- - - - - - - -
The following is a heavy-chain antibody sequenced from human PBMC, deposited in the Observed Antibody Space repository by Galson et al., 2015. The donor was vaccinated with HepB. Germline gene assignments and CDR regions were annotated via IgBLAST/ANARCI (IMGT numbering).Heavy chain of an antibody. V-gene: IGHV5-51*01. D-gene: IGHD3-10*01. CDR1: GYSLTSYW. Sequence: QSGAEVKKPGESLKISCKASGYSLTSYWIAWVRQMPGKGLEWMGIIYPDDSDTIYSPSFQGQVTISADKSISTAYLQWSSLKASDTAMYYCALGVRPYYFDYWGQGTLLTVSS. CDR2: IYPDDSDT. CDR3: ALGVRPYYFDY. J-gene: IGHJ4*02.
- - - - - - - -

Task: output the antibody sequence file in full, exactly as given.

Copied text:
The following is a heavy-chain antibody sequenced from human PBMC, deposited in the Observed Antibody Space repository by Galson et al., 2015. The donor was vaccinated with HepB. Germline gene assignments and CDR regions were annotated via IgBLAST/ANARCI (IMGT numbering).Heavy chain of an antibody. V-gene: IGHV5-51*01. D-gene: IGHD3-10*01. CDR1: GYSLTSYW. Sequence: QSGAEVKKPGESLKISCKASGYSLTSYWIAWVRQMPGKGLEWMGIIYPDDSDTIYSPSFQGQVTISADKSISTAYLQWSSLKASDTAMYYCALGVRPYYFDYWGQGTLLTVSS. CDR2: IYPDDSDT. CDR3: ALGVRPYYFDY. J-gene: IGHJ4*02.